A peace was however agreed upon with Siraj Ud Daulah; and the persons who went as ambassadors to confirm that peace formed the conspiracy, by which he was deprived of his kingdom and his life.
Writer of book on history, William of Dalrymple in his book titled The Anarchy, which gives a graphic retelling of the East India Company’s “relentless rise” from provincial trading company to the pre-eminent military and political power in all of India. Naturally he also talks about the Nawabs, of Bengal of the period. He has termed the last ‘independent’ ruler Siraj Ud Daulah as an idiot.
According to The Anarchy the “volatile, widely disliked (among the businesspeople and members of his own court) Nawab of Bengal, Siraj Ud Daulah”, had made an intractable enemy of Bengal’s Marwari bankers, the Jagat Seths, who saw better prospects in investing with the East India Company than supporting him. The Jagat Seths offered the company more than £4m (about a hundred times that in current terms, reckons Dalrymple) to unseat Siraj Ud Daulah and install a compliant collaborator in his stead. Robert Clive, who stood to make an immense personal fortune, gladly accepted. So, in Dalrymple’s opinion Plassey was in truth a “palace coup”, executed by a greedy opportunist, won by bribery and betrayal. One shared Dalrymple’s view in this matter.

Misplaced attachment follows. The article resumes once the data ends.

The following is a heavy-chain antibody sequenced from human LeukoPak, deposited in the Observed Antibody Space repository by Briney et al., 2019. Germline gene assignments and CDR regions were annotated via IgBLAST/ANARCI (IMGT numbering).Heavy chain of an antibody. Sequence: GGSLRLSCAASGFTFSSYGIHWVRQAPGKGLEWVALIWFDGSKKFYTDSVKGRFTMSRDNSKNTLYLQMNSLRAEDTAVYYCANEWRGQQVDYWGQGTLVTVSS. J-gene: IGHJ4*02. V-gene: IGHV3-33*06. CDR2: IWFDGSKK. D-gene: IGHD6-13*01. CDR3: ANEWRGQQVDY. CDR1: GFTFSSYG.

This writer had the dubious distinction of meeting a family descendant of Mir Zafar who succeeded Daulah as a Nawab. The descendant one Reza Ali, with a rueful smile observed that Mir Zafar is a name that has become synonymous with treachery ever since that fateful day in Plassey in 1757. Of course, even now the term “Mir Zafari” is bandied about especially in the political arena. Anyone who leaves a party or criticizes their former leader is dubbed a “Mir Zafar.”
However, come to think of it, is loyalty always such a supreme virtue? It is questionable whether Nawab Siraj Ud Daulah can be termed as an independent ruler of Bengal.
Siraj Ud Daulah was a Nawab all right but the title basically meant that he was the ‘Governor” of Bengal, Bihar, Odissa, appointed by Mughal emperor from Delhi. True the Mughals were in decline but their farman (proclamation) was essential to be the legitimate governor.
According to most contemporary accounts, both British and Indian, it is quite obvious that the young Nawab was a highly incompetent ruler and a worse general. Many later nationalist historians have been too kind or biased on Siraj Ud Daulah and portrayed him as a symbol of Bengali national identity.
“Mirza Mohammed Siraj, a youth of seventeen years, had discovered the most vicious propensities, at an age when only follies are expected from princes,” British historian Robert Orme wrote about Siraj Ud Daulah’s youth in Ali Vardi Khan’s palace.” (History of the Military Transactions of the British Nation in Indostan from 1745).